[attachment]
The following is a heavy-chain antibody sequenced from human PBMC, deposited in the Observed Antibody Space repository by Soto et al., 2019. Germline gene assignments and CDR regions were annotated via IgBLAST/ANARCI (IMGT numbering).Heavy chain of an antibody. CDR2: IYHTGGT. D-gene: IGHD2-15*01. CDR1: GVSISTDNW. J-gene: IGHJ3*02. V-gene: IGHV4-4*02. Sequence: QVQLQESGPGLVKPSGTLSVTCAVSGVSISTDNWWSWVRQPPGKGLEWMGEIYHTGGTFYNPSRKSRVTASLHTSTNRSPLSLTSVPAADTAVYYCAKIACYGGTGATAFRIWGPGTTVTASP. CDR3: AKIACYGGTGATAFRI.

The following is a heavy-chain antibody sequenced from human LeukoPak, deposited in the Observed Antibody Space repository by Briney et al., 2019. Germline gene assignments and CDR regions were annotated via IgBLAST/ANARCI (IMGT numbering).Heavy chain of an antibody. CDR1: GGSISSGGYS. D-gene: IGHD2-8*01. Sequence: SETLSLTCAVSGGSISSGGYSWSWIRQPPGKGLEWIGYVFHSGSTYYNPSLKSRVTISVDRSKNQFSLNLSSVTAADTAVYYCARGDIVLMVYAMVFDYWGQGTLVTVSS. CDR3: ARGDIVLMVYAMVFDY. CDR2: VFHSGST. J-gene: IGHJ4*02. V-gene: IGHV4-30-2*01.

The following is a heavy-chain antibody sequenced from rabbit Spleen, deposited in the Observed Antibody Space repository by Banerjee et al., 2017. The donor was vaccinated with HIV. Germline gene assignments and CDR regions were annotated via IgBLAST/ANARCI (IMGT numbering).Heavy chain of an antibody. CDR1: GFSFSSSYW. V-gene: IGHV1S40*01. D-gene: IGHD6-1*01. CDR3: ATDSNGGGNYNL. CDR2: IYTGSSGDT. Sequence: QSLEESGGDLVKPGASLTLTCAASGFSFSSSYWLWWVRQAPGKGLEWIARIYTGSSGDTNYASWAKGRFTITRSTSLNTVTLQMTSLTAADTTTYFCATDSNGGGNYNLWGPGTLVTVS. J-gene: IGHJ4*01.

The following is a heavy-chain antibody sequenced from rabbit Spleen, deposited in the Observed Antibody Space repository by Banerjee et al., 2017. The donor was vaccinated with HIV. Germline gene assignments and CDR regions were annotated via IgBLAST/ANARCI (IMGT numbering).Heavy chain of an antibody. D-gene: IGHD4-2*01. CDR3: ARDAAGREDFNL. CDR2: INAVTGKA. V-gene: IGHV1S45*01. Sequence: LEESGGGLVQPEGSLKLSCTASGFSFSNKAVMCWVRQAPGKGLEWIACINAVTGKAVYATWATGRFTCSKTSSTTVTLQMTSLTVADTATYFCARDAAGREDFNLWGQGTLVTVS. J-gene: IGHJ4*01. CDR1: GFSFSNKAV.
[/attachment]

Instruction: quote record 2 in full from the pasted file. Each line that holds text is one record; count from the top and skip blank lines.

The following is a heavy-chain antibody sequenced from human LeukoPak, deposited in the Observed Antibody Space repository by Briney et al., 2019. Germline gene assignments and CDR regions were annotated via IgBLAST/ANARCI (IMGT numbering).Heavy chain of an antibody. CDR1: GGSISSGGYS. D-gene: IGHD2-8*01. Sequence: SETLSLTCAVSGGSISSGGYSWSWIRQPPGKGLEWIGYVFHSGSTYYNPSLKSRVTISVDRSKNQFSLNLSSVTAADTAVYYCARGDIVLMVYAMVFDYWGQGTLVTVSS. CDR3: ARGDIVLMVYAMVFDY. CDR2: VFHSGST. J-gene: IGHJ4*02. V-gene: IGHV4-30-2*01.